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A Perfect World

Updated on December 7, 2011

A Perfect World

I had my blood pressure and heart rate taken at a super market pharmacy today. At a glance, my vitals appear normal and even excellent. At the same grocer, a young lady randomly asked me if I am a nutritionist. She further stated that she is anemic and her doctor reccomended dark vegetables to supplement her diet. I replied that I'm not a nutritionist but raw spinach and romain lettuce are among my favorite vegetables of the dark, leafy variety and also excellent sources of iron. Perhaps a combination of my athletic physique and my glasses prompted her inquiry, and me being the guy that I am, I gladly entertained.

The world has changed so much since I began to formulate my personal identity, and so have I. I was not always the type of guy who might be mistaken as a health fanatic, the type of guy who might be seen as approachable by nice people, and certainly not the type to field such a random question. As I lounge on my living room carpet, listening to the musical styling of Johann Sebastian Bach and writing yet another hub, which you probably won't ever read, and eating a bowl of great grains cereal with lactose free milk, I ask myself. "Self, wtf has happened to you?"

I hide my handsome face behind these stupid glasses. I bottle my agression and let it metamorphasize into something tangible, maybe even beautiful in the form of words. I no longer indulge in fast foods, I excercise regularly. I don't binge drink or eat or punch people in their faces, or tell people about themselves. Yet a part of me remains rambunctious and rebellious against things in this world that I realize will never change. I acknowledge my insignifcance as one of over six billion people on this planet. These eyes witness my brothers divided, slain, and treated as less than equals. With the opportunities presented to me, who am I to complain?

I was a fat boy that decided to change. I played too rough for the kids on the nicer side of town, with whom I attented primary schooling. I didn't know then that my life expectancy was lower than theirs. Or that statistically speaking, I am much more likely to be impovershed, undereducated or incarcerated; have a child out of wed-lock or become addicted to drugs. The challenge is to understand that what the world expects from me and projects upon me, does not necessarily equate to me becoming such. I am still a south-paw terror ready to land the world on it's ear, but my God, things have changed.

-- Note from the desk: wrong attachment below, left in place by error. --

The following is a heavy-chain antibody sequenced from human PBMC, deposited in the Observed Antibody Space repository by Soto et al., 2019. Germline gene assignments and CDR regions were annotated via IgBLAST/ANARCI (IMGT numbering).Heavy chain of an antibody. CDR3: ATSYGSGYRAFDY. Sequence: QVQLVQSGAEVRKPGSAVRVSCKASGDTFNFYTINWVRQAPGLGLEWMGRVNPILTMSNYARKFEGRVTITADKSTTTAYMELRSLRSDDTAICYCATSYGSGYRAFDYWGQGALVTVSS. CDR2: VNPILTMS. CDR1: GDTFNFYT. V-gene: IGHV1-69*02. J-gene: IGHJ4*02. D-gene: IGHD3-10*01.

P.S. Wilkinson IV


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    • Innuentendre profile image

      Innuentendre 6 years ago from Houston, Texas

      Thanks for your comment krissyp386. I agree!

    • krissyp386 profile image

      krissyp386 6 years ago from San Diego, California

      I think it's great that you didn't become another statistic or turn out how people might expect you to based on race, religion or economic status. It's an interesting point that you make that people expect one thing from you but project another... very sad in this "land of the free" where everyone is "equal".

    • Innuentendre profile image

      Innuentendre 6 years ago from Houston, Texas

      I like your perspective Cardisa. Thanks! Haha, soon enough!

    • Cardisa profile image

      Carolee Samuda 6 years ago from Jamaica

      I am now very intrigued. I was about to say stop hiding behind that tie when I saw the glasses.

      Change can also be good but when you start asking yourself what happened, maybe you need to step back a little and figure it out.

      BTW, show your handsome face, if I can show mine so can you!

    • Innuentendre profile image

      Innuentendre 6 years ago from Houston, Texas

      Thank you chrisam01, certainly a relevant question. Also, good not to be alone in lonliness.

    • chrisam01 profile image

      chrisam01 6 years ago from Los Angeles, California, USA

      Lovely thoughts. I always ask myself the same question: "Self, wtf has happened to you?"